mazzarri salme

Yesterday evening Inter coach Walter Mazzarri was interviewed by host Pierluigi Pardo for the sports talk show Tiki Taka – Il calcio è il nostro gioco on Italia 1.

Here we present you with the full interview:

The Inter coach discussed the current period the team is going through: “From a sporting standpoint my morale is somewhat low, and coaches are never happy when their teams lose. When we began I knew it could be difficult guiding a club like Inter, especially considering the way things looked over the summer. But then we started very strongly, even beyond the expectations. Then we slowed down, which came down to some fault of our own, the way our opponents figured out how to play against us, and also because of a bit of bad luck.”

“Life consists of ups and downs, and football is no different. Even teams like Barcelona have gone through rough patches. Inter can have them too, as long as there’s a foundation of faith in the coach and the project. After all this we’re still in fifth place, ahead of teams like AC Milan and Lazio, who already had solid teams from last season. Is this the most difficult moment in my career? I don’t know if that’s a media perception or not. I’ll continue to coach as long as I’m happy doing it, and the other sideshows don’t concern me.”

Regarding negotiations with Juventus for Vučinić, Mazzarri declared: “I’m only going to discuss Inter players. For the last month there’s been nothing but talk about the transfer market, and I’d hate it if part of the reason for this rough patch we’re going through were connected to all the transfer talk. The team has to remain focused on the pitch.”

What about the refereeing decisions that have been going against Inter? Mazzarri stated: “A couple of weeks ago we decided to stop talking about refereeing decisions because you run the risk of becoming tedious. Of course there are certain objective facts we follow, but then discussions come up that make things even more difficult for the referees. We have to focus on the matches, and then at the end of the season we’ll take stock of things, and we’ll analyse the refereeing decisions as well.”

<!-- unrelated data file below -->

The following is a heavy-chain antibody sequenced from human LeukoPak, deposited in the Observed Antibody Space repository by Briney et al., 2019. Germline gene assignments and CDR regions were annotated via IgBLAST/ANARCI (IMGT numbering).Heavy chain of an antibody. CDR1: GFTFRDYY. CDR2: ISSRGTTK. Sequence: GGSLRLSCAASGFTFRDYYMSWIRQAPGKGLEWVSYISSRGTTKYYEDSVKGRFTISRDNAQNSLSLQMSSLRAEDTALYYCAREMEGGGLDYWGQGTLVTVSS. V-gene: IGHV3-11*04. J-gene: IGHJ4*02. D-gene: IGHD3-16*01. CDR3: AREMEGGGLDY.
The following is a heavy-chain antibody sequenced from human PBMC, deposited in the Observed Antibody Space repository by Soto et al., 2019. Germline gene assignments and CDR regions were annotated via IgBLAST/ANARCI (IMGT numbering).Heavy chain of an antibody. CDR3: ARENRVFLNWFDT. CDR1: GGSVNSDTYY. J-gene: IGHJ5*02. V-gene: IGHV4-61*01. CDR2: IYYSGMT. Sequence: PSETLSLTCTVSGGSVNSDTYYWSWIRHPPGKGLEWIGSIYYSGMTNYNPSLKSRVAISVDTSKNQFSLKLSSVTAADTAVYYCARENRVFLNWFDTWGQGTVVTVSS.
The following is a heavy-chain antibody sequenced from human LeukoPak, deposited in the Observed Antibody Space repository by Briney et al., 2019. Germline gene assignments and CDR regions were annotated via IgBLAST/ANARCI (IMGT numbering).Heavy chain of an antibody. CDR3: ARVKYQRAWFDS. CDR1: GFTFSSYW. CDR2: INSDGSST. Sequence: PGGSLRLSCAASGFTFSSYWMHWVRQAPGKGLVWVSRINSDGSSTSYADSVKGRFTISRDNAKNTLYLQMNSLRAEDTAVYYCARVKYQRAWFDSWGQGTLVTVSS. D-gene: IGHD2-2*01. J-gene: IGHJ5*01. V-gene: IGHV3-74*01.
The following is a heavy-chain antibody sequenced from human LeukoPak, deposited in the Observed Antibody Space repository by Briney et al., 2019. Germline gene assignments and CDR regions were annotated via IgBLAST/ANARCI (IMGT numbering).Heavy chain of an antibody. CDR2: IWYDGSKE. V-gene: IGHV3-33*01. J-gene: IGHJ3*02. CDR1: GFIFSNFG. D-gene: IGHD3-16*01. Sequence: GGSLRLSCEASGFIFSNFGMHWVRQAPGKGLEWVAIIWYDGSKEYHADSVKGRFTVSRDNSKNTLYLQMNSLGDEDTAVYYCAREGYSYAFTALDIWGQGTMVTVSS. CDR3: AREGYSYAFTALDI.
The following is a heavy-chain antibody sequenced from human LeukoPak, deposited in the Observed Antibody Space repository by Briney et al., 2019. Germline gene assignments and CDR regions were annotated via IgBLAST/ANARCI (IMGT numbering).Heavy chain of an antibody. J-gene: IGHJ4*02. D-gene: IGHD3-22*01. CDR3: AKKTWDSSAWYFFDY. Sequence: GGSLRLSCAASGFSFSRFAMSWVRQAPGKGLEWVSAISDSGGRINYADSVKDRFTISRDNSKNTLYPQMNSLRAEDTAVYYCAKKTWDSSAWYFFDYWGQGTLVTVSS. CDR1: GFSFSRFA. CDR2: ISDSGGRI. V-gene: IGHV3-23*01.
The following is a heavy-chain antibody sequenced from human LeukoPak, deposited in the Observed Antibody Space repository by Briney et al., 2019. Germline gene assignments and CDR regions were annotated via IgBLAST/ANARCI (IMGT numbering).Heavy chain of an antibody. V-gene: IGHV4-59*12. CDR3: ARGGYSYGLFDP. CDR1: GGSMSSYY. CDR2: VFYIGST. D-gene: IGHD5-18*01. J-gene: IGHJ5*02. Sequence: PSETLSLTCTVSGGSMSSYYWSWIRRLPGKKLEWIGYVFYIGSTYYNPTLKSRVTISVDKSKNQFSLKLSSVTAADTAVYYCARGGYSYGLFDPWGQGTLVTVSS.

Commenting then on today’s remarks by Massimo Moratti, who invited new Nerazzurri president Thohir to spend more time close to the team, Mazzarri continued: “I don’t think that’s influenced our dip in form. I don’t see any pressing need for Thohir to be here: we have Branca, Ausilio, Cordoba and lots of people within the club who look after the team. Obviously I’m pleased if the president is here, especially in times of difficulty like this, but it shouldn’t be a problem if it doesn’t happen. I don’t feel alone, I’m given support. If by ‘alone’ you mean that the club’s not able to do the same sort of deals Inter used to do in the past, then that’s a different matter. But Thohir and Moratti and the rest of the management have shown they have confidence in my work, going forwards too. The fact that the change of ownership took place mid-season is in itself a sign of the difficulties we’ve had. I signed my contract knowing that Moratti was here. Perhaps the change did have an effect on the team, distracting us from getting on with purely football matters. The people who work in this world know that situations like this are hard to deal with. We have to keep working away and turn things around with a win. Criticism? I’ve had a target on my back from the day I first began coaching.”

Mazzarri also spoke about the end of his time at Napoli and Seedorf’s arrival in the AC Milan hotseat: “My decision to leave Napoli and my decision to join Inter occurred at different times. I chose to leave Napoli before knowing where I would be going next, yet I have nothing but good memories of my time at Napoli. Seedorf is world-class: you could see he had character as a player and I’m sure he can be a success as a coach too.”

Finally, the coach had a few words to say about Mauro Icardi: “He showed his talent last year too. The problem is that we haven’t had him available to us, and he hasn’t even been able to train consistently for two consecutive weeks, which would allow him to play at least seventy minutes. The problem is that I still haven’t been able to utilise him.”